Recessions in Perspective
Scott Lee, president of Tauro Capital Advisors, Inc. Advisory Services, shares his insights on the current uncertainty in the CRE market and possible recession. Scott’s observations and advice are grounded in his experience of 5 real estate cycles. Scott utilizes a chart from Wikipedia to illustrate all the recessions starting from the Great Depression, showing how long each lasted, time between each one, peak unemployment rates, GDP declines, and the 10-year treasury rates.
The Great Depression was the longest economic downfall in history and was followed by a much shorter recession just four years later. It was undoubtedly the worst, with peak unemployment reaching nearly 25% in 1933. The 10-year treasury is the benchmark used to decide mortgage rates across the US and is the most liquid and widely traded bond in the world. It is seen as a sign of investor sentiment and tracking of it started in 1962 charting its fluctuations daily. In the 80s, it rose to nearly 14%.
Scott experienced his first recession in the early 90s, after an eight-year gap from the Energy Crisis Recession that ended in 1982. Luckily, the Gulf War Recession only lasted eight months, and the GDP decline was not significant. The early 2000’s saw a brief recession caused by the dot-com bubble.
The Great Recession of 2008 was the longest recession post WWII and is one most over the age of 21 experienced, and felt for many years thereafter. At the start of the COVID-19 pandemic, a two-month recession hit, resulting in over 20 million job losses due to the uncertainty caused by the pandemic. Today, there are opposing viewpoints as to whether we are currently in a recession or not. It has been three years since the last recession, and unemployment stands at a low rate of 3.5%. The 10-year treasury rate is similar to that during the Great Recession, and both are lower than anything before then but not as low as during the COVID-19 recession. The GDP decline is similar to that during the COVID-19 recession.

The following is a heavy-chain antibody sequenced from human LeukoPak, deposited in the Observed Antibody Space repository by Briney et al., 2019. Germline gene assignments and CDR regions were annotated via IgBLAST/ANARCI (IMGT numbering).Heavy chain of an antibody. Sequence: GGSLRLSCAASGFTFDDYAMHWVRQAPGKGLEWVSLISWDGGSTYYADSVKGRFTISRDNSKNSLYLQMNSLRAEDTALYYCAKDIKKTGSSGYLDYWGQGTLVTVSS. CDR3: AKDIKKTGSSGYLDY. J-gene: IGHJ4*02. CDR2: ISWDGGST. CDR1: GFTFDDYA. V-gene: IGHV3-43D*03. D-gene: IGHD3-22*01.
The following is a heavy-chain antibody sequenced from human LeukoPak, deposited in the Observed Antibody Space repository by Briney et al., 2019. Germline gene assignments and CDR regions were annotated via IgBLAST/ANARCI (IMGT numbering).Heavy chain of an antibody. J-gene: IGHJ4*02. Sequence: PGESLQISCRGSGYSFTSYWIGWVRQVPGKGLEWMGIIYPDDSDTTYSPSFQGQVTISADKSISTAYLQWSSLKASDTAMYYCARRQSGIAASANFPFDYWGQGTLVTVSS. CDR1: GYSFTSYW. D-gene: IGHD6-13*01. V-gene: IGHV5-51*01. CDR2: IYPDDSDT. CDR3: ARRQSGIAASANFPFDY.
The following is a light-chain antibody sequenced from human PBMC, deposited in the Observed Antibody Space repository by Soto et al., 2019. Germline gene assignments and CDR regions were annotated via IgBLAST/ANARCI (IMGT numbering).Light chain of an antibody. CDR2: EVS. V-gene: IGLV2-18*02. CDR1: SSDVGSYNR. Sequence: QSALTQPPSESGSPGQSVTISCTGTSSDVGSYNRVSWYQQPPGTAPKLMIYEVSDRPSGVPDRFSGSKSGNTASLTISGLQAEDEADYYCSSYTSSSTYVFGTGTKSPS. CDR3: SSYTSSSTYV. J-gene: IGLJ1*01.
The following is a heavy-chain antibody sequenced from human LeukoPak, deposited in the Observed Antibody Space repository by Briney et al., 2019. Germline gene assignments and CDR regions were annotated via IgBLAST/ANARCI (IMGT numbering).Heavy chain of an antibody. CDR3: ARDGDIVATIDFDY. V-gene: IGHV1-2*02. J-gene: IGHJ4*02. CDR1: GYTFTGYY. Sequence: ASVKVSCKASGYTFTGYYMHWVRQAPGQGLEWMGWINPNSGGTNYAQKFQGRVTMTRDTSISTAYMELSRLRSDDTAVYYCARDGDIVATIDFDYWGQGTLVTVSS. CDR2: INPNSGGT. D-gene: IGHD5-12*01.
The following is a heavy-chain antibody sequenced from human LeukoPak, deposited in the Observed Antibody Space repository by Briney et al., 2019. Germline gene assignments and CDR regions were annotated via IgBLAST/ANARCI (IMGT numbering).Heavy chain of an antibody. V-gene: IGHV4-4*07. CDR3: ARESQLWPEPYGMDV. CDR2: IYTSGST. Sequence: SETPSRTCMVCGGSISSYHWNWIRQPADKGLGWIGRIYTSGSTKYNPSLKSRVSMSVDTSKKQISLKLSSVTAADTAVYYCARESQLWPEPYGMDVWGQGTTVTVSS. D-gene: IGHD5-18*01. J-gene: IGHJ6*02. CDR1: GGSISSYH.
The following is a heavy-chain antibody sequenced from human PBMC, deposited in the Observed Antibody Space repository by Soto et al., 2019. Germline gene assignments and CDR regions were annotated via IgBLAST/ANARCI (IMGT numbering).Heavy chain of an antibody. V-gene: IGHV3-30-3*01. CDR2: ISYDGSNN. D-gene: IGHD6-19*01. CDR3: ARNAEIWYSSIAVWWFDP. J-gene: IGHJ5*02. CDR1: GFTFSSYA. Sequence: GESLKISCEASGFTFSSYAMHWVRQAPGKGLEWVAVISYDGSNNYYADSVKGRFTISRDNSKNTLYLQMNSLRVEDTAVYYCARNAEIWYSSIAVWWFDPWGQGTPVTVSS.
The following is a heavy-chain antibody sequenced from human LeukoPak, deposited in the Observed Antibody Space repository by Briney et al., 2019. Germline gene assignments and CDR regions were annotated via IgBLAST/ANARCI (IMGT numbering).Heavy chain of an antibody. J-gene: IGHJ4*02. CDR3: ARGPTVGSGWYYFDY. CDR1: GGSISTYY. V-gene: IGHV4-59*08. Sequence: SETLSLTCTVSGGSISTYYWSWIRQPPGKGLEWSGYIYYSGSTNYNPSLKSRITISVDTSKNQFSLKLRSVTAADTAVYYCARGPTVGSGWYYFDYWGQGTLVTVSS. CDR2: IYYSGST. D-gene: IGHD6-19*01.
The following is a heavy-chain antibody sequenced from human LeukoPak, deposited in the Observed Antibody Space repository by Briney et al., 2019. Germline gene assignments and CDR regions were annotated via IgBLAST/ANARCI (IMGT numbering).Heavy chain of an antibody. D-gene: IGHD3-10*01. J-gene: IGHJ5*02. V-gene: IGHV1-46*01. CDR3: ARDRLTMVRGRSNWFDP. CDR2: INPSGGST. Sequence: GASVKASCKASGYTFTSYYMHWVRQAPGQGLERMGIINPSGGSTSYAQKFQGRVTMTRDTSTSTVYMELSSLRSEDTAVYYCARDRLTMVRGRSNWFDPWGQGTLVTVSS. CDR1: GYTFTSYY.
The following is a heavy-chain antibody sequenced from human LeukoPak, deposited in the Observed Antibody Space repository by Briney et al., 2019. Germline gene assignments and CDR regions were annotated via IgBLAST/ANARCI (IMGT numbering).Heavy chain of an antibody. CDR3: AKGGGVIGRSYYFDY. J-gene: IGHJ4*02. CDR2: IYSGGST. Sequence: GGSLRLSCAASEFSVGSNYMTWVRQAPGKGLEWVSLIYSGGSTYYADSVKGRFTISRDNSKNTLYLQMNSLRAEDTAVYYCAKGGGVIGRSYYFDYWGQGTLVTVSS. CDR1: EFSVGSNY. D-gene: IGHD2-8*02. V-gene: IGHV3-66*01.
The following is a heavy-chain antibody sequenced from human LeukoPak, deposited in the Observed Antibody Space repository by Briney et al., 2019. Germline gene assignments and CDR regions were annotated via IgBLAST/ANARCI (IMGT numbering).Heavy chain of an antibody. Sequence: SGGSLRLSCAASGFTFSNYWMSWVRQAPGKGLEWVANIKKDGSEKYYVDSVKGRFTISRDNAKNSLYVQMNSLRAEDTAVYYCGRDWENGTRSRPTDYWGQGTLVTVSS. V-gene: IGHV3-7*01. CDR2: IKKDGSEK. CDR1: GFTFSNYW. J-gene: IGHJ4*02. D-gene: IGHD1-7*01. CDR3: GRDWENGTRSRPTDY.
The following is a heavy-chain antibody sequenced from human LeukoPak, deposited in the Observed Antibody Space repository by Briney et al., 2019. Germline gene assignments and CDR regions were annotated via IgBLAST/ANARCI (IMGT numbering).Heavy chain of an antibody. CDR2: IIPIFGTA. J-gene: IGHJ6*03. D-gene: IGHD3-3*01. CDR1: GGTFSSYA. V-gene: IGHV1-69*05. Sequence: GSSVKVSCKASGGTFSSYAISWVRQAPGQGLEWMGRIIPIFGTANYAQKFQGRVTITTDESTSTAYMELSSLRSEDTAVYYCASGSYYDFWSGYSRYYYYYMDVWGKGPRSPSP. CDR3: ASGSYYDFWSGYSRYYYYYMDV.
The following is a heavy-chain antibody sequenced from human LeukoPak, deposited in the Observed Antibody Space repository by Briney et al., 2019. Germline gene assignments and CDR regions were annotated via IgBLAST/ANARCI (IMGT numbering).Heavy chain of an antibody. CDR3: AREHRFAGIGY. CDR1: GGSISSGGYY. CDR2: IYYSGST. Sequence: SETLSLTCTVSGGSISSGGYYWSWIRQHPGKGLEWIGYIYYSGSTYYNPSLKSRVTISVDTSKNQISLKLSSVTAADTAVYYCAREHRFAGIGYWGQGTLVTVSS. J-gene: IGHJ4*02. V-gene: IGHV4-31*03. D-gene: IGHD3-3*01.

Scott advises that, with few exceptions, recessions are over quicker than realized, and it is essential to anticipate and prepare for the disruption they cause. He advises against fretting, encourages perseverance and that it is crucial to keep learning throughout. There have been 20 recessions since the Great Depression, and our human nature is to get caught up with the potential turmoil. Unemployment has real implications, and most job losses are junior positions, meaning people with staying power are surviving unlike in 2008. It is essential to stay alert for opportunities.
In conclusion, Scott’s presentation offers valuable insights and advice on the history of recessions, the current state of the economy, and how to navigate it. It is essential to
remain vigilant, stay on top of the changing economic landscape, and look for opportunities. In Tauro’s consulting business, Scott along with Karen Stager, and Jack Carroll are already seeing new opportunities for restructuring and workouts of loans, which will likely continue. Scott’s experience is a valuable guide for anyone seeking to weather a
recession and emerge stronger.
Special thanks to Wikipedia “List of recessions in the United States” for content and to ChatGPT-4 by OpenAI for assisting in the creation of this article.